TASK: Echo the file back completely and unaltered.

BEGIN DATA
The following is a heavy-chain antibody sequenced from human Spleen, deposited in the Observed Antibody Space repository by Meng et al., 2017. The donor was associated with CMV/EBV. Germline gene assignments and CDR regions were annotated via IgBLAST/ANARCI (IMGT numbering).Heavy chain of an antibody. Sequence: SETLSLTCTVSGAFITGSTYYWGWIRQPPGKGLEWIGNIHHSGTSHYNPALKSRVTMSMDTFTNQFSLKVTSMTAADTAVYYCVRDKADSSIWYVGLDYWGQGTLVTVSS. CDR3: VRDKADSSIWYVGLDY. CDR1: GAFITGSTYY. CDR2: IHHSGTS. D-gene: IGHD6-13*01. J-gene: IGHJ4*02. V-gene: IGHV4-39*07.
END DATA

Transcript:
The following is a heavy-chain antibody sequenced from human Spleen, deposited in the Observed Antibody Space repository by Meng et al., 2017. The donor was associated with CMV/EBV. Germline gene assignments and CDR regions were annotated via IgBLAST/ANARCI (IMGT numbering).Heavy chain of an antibody. Sequence: SETLSLTCTVSGAFITGSTYYWGWIRQPPGKGLEWIGNIHHSGTSHYNPALKSRVTMSMDTFTNQFSLKVTSMTAADTAVYYCVRDKADSSIWYVGLDYWGQGTLVTVSS. CDR3: VRDKADSSIWYVGLDY. CDR1: GAFITGSTYY. CDR2: IHHSGTS. D-gene: IGHD6-13*01. J-gene: IGHJ4*02. V-gene: IGHV4-39*07.